Obviously, it is difficult to beat this level of personal service and convenience, and the slow adoption of services like Kirana Now is evidence of the market’s challenges for new players.
These are the kinds of challenges facing global service-related operators wanting to break into a market that, given India’s early stages of economic maturity and huge pool of potential consumers, could be highly lucrative. These challenges apply to global foodservice players as well. The market has undergone a boom in food delivery start-ups, for example, many of which have come and gone, as many services that have found success in other markets around the world have failed to adapt to India’s unique market conditions. One food delivery service that has not failed, however, is Mumbai’s dabba walas, an institution that has been delivering lunchtime meals in iconic steel boxes (dabbas) to office workers since the 1890s.
Much like the relationships built between kirana walas and local customers, so too have these personal connections elevated the level of trust between dabba walas and office workers who subscribe to the service. Payment is therefore largely informal, which allows customers to circumvent irritating, and often confusing, taxes that plague more official services, such as the service charges, VAT and other confounding fees tacked on to each order from Swiggy, one of India’s most successful food delivery apps. The informal payments made to dabba walas make transactions simpler and, most importantly, cheaper. The cheap prices and convenient, personal and highly reliable service of the dabba walas have helped them carve out a network of valued connections that will be difficult to disrupt by an outsider with an app, especially when India’s reasonably unreliable 3G networks go dark, from time to time.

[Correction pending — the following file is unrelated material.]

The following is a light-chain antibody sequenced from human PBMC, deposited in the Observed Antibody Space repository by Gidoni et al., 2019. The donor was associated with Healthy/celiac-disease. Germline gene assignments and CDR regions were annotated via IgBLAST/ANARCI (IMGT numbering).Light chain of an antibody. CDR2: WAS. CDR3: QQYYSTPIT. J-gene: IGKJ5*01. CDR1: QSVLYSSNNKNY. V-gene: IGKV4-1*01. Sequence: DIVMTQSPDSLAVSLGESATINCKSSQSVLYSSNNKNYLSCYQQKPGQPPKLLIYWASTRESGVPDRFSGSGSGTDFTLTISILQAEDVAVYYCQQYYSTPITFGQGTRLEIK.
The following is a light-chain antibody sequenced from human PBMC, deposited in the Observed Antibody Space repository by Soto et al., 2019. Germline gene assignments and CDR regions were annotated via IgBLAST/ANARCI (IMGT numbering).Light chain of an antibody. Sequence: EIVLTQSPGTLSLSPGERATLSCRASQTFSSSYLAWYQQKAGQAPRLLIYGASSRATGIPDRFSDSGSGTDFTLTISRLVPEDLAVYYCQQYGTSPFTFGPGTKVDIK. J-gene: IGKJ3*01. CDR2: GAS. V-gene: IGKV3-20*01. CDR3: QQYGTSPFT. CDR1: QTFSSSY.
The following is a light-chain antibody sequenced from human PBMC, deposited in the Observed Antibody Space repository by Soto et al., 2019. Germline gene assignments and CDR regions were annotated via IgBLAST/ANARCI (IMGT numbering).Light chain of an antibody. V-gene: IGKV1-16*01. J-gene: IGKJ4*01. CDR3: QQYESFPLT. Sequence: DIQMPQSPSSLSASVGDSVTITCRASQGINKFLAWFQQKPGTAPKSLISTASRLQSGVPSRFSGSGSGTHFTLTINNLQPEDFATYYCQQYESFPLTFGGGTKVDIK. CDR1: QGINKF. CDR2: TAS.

Some global foodservice players, on the other hand, have managed to tap into highly local models that do reach consumers. Both KFC and Domino’s Pizza have expanded their reach by partnering with the IRCTC, a subsidiary of Indian Railways that handles catering, tourism and ticketing, for example. In order to combat a low but steady decline in train travel, as the price of domestic flying has become more reasonable, the IRCTC has tried to incentivise consumers by improving its services, including its famously poor foodservice options. This partnership has helped KFC and Domino’s Pizza widen their consumer base, offering train passengers higher-quality food that they actually want and can get conveniently. From July 2016 onwards, train passengers have been able to place an order with an app or by mobile phone en route. They then receive a special code that they use to validate and redeem their meal, which is delivered to their seat when the train pulls into the next available station.
Developing models that work with India’s more traditional cultural distinctions, rather than those that attempt to reform them, seem to better resonate with consumers. The difficulties experienced thus far by some of the world’s largest companies, difficulties not experienced elsewhere, should provide insights for future attempts by other players. And while Amazon’s new Daily Dish service may or may not have been directly inspired by Mumbai’s dabba walas, it is clear that traditional service models in India, through foodservice and retail alike, have a lot to offer global operators that can learn from their experiences in the market for both potential growth in India and elsewhere.